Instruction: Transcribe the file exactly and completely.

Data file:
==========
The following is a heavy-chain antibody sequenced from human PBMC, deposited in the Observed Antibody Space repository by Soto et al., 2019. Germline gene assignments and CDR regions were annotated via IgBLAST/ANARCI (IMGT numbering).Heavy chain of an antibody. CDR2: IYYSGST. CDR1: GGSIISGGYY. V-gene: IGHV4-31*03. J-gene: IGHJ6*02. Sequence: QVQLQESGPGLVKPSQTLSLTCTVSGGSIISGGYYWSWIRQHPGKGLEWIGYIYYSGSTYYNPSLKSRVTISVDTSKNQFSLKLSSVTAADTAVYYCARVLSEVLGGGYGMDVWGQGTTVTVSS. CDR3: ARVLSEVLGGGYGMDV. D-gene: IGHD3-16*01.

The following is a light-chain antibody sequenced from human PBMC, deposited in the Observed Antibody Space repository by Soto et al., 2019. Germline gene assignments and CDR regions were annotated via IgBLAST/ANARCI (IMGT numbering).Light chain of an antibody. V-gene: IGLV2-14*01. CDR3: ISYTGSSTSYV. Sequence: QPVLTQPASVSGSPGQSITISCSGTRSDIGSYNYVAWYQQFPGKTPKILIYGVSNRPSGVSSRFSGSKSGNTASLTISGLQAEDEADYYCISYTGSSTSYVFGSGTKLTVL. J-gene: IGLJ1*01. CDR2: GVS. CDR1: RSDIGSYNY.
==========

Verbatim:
The following is a heavy-chain antibody sequenced from human PBMC, deposited in the Observed Antibody Space repository by Soto et al., 2019. Germline gene assignments and CDR regions were annotated via IgBLAST/ANARCI (IMGT numbering).Heavy chain of an antibody. CDR2: IYYSGST. CDR1: GGSIISGGYY. V-gene: IGHV4-31*03. J-gene: IGHJ6*02. Sequence: QVQLQESGPGLVKPSQTLSLTCTVSGGSIISGGYYWSWIRQHPGKGLEWIGYIYYSGSTYYNPSLKSRVTISVDTSKNQFSLKLSSVTAADTAVYYCARVLSEVLGGGYGMDVWGQGTTVTVSS. CDR3: ARVLSEVLGGGYGMDV. D-gene: IGHD3-16*01.

The following is a light-chain antibody sequenced from human PBMC, deposited in the Observed Antibody Space repository by Soto et al., 2019. Germline gene assignments and CDR regions were annotated via IgBLAST/ANARCI (IMGT numbering).Light chain of an antibody. V-gene: IGLV2-14*01. CDR3: ISYTGSSTSYV. Sequence: QPVLTQPASVSGSPGQSITISCSGTRSDIGSYNYVAWYQQFPGKTPKILIYGVSNRPSGVSSRFSGSKSGNTASLTISGLQAEDEADYYCISYTGSSTSYVFGSGTKLTVL. J-gene: IGLJ1*01. CDR2: GVS. CDR1: RSDIGSYNY.